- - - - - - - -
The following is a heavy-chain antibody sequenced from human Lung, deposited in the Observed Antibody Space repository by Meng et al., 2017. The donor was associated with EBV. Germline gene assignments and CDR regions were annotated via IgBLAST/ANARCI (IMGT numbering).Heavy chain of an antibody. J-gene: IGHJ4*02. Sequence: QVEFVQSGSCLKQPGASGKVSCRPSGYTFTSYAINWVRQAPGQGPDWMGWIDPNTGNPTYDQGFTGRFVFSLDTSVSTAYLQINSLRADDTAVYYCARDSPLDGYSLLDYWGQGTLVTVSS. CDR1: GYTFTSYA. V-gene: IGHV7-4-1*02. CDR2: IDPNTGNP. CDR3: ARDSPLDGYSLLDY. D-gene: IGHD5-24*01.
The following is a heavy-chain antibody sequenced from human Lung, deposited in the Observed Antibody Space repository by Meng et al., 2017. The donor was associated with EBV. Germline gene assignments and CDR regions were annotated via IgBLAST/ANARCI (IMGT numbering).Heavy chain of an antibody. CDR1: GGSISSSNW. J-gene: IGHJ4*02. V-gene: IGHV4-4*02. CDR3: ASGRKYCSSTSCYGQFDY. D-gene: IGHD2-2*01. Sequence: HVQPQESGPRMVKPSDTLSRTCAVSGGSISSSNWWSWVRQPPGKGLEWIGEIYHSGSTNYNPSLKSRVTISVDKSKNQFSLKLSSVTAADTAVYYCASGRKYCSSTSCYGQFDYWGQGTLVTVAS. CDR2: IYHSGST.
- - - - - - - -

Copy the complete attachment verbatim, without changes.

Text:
The following is a heavy-chain antibody sequenced from human Lung, deposited in the Observed Antibody Space repository by Meng et al., 2017. The donor was associated with EBV. Germline gene assignments and CDR regions were annotated via IgBLAST/ANARCI (IMGT numbering).Heavy chain of an antibody. J-gene: IGHJ4*02. Sequence: QVEFVQSGSCLKQPGASGKVSCRPSGYTFTSYAINWVRQAPGQGPDWMGWIDPNTGNPTYDQGFTGRFVFSLDTSVSTAYLQINSLRADDTAVYYCARDSPLDGYSLLDYWGQGTLVTVSS. CDR1: GYTFTSYA. V-gene: IGHV7-4-1*02. CDR2: IDPNTGNP. CDR3: ARDSPLDGYSLLDY. D-gene: IGHD5-24*01.
The following is a heavy-chain antibody sequenced from human Lung, deposited in the Observed Antibody Space repository by Meng et al., 2017. The donor was associated with EBV. Germline gene assignments and CDR regions were annotated via IgBLAST/ANARCI (IMGT numbering).Heavy chain of an antibody. CDR1: GGSISSSNW. J-gene: IGHJ4*02. V-gene: IGHV4-4*02. CDR3: ASGRKYCSSTSCYGQFDY. D-gene: IGHD2-2*01. Sequence: HVQPQESGPRMVKPSDTLSRTCAVSGGSISSSNWWSWVRQPPGKGLEWIGEIYHSGSTNYNPSLKSRVTISVDKSKNQFSLKLSSVTAADTAVYYCASGRKYCSSTSCYGQFDYWGQGTLVTVAS. CDR2: IYHSGST.